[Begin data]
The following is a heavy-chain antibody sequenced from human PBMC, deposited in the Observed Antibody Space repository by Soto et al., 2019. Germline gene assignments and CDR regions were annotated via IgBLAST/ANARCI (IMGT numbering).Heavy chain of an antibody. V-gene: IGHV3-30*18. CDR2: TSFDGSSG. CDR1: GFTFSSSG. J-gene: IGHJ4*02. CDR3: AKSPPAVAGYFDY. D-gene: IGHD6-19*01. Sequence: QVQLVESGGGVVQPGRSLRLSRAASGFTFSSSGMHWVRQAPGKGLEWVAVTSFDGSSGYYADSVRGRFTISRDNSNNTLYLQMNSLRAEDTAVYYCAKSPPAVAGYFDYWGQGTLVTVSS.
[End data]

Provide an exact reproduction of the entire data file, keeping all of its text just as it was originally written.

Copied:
The following is a heavy-chain antibody sequenced from human PBMC, deposited in the Observed Antibody Space repository by Soto et al., 2019. Germline gene assignments and CDR regions were annotated via IgBLAST/ANARCI (IMGT numbering).Heavy chain of an antibody. V-gene: IGHV3-30*18. CDR2: TSFDGSSG. CDR1: GFTFSSSG. J-gene: IGHJ4*02. CDR3: AKSPPAVAGYFDY. D-gene: IGHD6-19*01. Sequence: QVQLVESGGGVVQPGRSLRLSRAASGFTFSSSGMHWVRQAPGKGLEWVAVTSFDGSSGYYADSVRGRFTISRDNSNNTLYLQMNSLRAEDTAVYYCAKSPPAVAGYFDYWGQGTLVTVSS.